In 1934, Mordecai Ham, a Kentucky-born Baptist revivalist inspired Graham to give his life to Jesus after hosting a revival in Charlotte, North Carolina. Later, Graham's mentor and academic dean, John Minder, gave Graham the scope to preach his first sermon during a Baptist conference center in Palatka, Florida. Those moments were part of the great legacy Graham leaves behind because he would later become the most renowned evangelist of his generation and even lend his voice to inspire Palau as well.
"Mr. Graham, we honor him, we're rejoicing with him, he's there (in Heaven) and it's for this very reason that we preach. I'm a preaching evangelist now and doors are open but we have these great examples not just for me but all of us," Andrew maintained. "We see that God can take even a fatherless boy in Argentina with zero, but with God's call and with friends that are willing to sacrificially serve — the thing that Ray Stedman and friends did for dad, it's amazing — that dad would find men that would help him focus on the principles of the Bible."
He added, "One of the great things that I love about the film is the way that Mr. Graham did influence my dad. He's just a picture of so many of the tens of thousands he impacted."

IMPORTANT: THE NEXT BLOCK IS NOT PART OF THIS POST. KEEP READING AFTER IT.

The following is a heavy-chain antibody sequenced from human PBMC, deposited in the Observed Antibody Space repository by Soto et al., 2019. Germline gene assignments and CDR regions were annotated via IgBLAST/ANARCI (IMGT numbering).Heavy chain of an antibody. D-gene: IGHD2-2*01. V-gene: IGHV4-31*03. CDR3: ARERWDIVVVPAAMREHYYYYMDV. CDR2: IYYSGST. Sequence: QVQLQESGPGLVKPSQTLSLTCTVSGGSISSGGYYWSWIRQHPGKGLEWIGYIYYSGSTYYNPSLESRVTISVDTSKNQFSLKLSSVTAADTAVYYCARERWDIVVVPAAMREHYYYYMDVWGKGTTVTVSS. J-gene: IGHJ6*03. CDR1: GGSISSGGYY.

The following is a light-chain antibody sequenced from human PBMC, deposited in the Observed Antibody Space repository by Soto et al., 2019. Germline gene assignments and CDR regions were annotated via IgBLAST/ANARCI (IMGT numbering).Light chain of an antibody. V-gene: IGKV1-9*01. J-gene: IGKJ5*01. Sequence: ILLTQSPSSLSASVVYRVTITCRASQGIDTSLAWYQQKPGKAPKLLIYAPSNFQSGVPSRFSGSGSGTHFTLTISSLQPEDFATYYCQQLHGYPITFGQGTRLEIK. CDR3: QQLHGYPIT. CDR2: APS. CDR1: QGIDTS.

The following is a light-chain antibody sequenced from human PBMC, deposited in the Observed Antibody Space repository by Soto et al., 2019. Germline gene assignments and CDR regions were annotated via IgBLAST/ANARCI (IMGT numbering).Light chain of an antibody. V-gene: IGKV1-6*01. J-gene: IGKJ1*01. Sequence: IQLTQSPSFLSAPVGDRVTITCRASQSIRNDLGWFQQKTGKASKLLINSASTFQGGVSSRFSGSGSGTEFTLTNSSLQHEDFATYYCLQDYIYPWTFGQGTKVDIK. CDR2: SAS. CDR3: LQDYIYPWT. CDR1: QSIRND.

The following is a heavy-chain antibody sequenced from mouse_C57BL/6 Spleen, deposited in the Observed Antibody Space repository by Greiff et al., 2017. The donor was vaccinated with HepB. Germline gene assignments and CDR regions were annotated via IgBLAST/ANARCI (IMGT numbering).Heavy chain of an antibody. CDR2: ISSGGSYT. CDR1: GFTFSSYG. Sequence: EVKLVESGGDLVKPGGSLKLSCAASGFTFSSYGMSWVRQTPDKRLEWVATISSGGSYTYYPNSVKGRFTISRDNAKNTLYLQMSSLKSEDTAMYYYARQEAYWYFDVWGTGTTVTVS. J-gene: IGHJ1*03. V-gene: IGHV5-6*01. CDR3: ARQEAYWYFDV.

When asked what advice Reeves, Roebuck and Andrew would give other men trying to break the walls of pride and division which work hard to keep men from connecting, they all admitted it's something that is difficult but so necessary.
"I think that we're here to work in concert with one another," Roebuck said. "It's not about an individual, we gotta work together to be fully human. I mean, we're actors and we have egos, but sometimes you gotta get out of yourself. The purpose of this (movie) is that we all work together and bring God's light."
The longtime entertainer said when he trains actors in Hollywood he often asks them whether they go to church or not because it's always an indication of how open they are to be working together with others.
"It's a community that you belong to where you are reminded that you are not the center of the world. That is hugely important, I think," he stated.
Reeves interjected: "It takes me back to iron sharpening iron and you have to come together as men to do that. I think it's so important, you know, it is hard for men because we're also put in a position of having to be a certain way and having to lead and the fleshly side of us as men sometimes could get the best of us and before you know it, you start to think pretty highly of yourself, individually, it is a struggle constantly."
Roebuck added: "It is interesting, we live in a world where they're saying, 'We're all the same.' And as a father, I say, 'We're not the same because if you hear a noise downstairs I get up and I go take the first bullet. While you're dialing 911 I'm gurgling my last breath.' That is what we do, that is what we're called to do!"
"A mother nurtures and a father protects. So we need to realize we're nurturing, too, we have to be nurturers of each other, remove our ego and just remind people that God's path is the path, not our own. So if we just keep pushing each other back toward that goal, I think our whole world's going to be better," he concluded.